The second is that, while there is an awful lot of content here, it’s not always easily discoverable. A lot of the really good stuff is locked off until you reach a certain level, and while the game has several different mechanisms – the map, quick GPS functions, smartphone prompts – to get you quickly into an activity, it’s still oddly difficult to find something to do and other people to do it with.
As the game moves on, crews (established teams) will sort this out, and it’s a much more enjoyable experience if you can play it with real-world friends, but be aware if you’re logging on on your own. You can often find a bunch of people to play with and move from job to job using a very handy voting screen, but even this will often lead to a grind of deathmatch after deathmatch, and trust us when we say that endless deathmatch is not GTA’s biggest strength. It’s no Call of Duty or Battlefield 3.
Weirdly, GTA Online doesn’t seem as strong visually as the main game, either. While the external locations are the same, some of the areas where you do jobs seems weirdly lacking in interest or texture, and the characters you build aren’t modelled or rendered with the same personality or attention to detail as Michael, Trevor and the rest. That’s only natural given how they’re generated, but it still makes for an odd shift when you go back and forth between single-player and multiplayer, as the game invites you to do.
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So far, then, GTA Online might not sound like too much fun, so why persist? Because when it does click into place, it’s absolutely fantastic. Everything from holding up a licquor store to racing mountain bikes downhill from the Vinewood sign is a lot more exciting with more players, and there’s a sense that chaos is always lurking just around the corner. It’s the kind of game where stories naturally evolve.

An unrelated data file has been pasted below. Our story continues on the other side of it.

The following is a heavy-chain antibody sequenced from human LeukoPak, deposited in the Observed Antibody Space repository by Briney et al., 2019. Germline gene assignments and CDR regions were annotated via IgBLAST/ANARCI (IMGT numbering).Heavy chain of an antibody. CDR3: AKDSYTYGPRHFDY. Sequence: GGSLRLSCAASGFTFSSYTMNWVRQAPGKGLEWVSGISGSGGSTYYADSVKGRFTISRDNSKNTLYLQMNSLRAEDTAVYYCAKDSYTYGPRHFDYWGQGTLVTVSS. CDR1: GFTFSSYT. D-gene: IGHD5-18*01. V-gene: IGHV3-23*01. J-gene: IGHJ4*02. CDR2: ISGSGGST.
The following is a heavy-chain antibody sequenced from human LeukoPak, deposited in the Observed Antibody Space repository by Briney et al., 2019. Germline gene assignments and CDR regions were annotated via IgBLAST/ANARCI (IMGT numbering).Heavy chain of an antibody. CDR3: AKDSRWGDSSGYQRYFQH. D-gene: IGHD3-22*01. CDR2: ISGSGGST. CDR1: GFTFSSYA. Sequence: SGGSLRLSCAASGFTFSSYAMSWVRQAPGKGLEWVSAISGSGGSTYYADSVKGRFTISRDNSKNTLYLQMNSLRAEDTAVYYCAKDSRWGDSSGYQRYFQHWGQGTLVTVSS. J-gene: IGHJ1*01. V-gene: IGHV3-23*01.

For example, your humble correspondent got invited to a motorbike street race. On the second corner one racer hit something explosive and the whole group went up in flames. Some of us respawned on new motorbikes, others stole the next available vehicle. I grabbed a car, raced through the flames and knocked one competitor off his bike and ran another one over in the process. This kind of thing doesn’t happen in Gran Turismo.
Before long, we’ll all have similar stories. In fact, we’ll have better ones about the jobs that have gone wrong; about the time we went parachuting; about the time the enemy team stole the drugs but we blocked their exit with a truck, threw a grenade and blew the whole crew to kingdom come. This is what GTA Online should and could be about. It’s just a shame that there’s all this other stuff to get past first.
With a few more patches, more players and a handful of tweaks, GTA Online has the potential to be great. Unfortunately what we have right now is only sporadically brilliant. It’s too hard to get to the best content and too hard to get enough players involved, and it’s only when chaos breaks out in the middle of a race or mission that the authentic GTA experience pushes through. Even in the few days we’ve been playing we’ve seen significant improvements, but GTA Online still has a way to go before it matches the genius of the single-player game.